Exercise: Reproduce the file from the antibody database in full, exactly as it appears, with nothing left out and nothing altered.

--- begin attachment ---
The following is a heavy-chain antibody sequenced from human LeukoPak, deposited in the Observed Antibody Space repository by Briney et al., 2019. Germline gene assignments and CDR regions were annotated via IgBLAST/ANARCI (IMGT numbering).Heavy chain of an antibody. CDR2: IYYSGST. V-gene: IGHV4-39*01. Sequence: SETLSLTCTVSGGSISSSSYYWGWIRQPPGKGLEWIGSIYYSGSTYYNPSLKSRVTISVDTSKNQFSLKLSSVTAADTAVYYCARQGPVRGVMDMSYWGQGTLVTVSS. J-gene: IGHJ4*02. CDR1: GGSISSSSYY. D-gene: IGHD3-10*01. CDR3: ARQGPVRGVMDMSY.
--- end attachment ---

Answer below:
The following is a heavy-chain antibody sequenced from human LeukoPak, deposited in the Observed Antibody Space repository by Briney et al., 2019. Germline gene assignments and CDR regions were annotated via IgBLAST/ANARCI (IMGT numbering).Heavy chain of an antibody. CDR2: IYYSGST. V-gene: IGHV4-39*01. Sequence: SETLSLTCTVSGGSISSSSYYWGWIRQPPGKGLEWIGSIYYSGSTYYNPSLKSRVTISVDTSKNQFSLKLSSVTAADTAVYYCARQGPVRGVMDMSYWGQGTLVTVSS. J-gene: IGHJ4*02. CDR1: GGSISSSSYY. D-gene: IGHD3-10*01. CDR3: ARQGPVRGVMDMSY.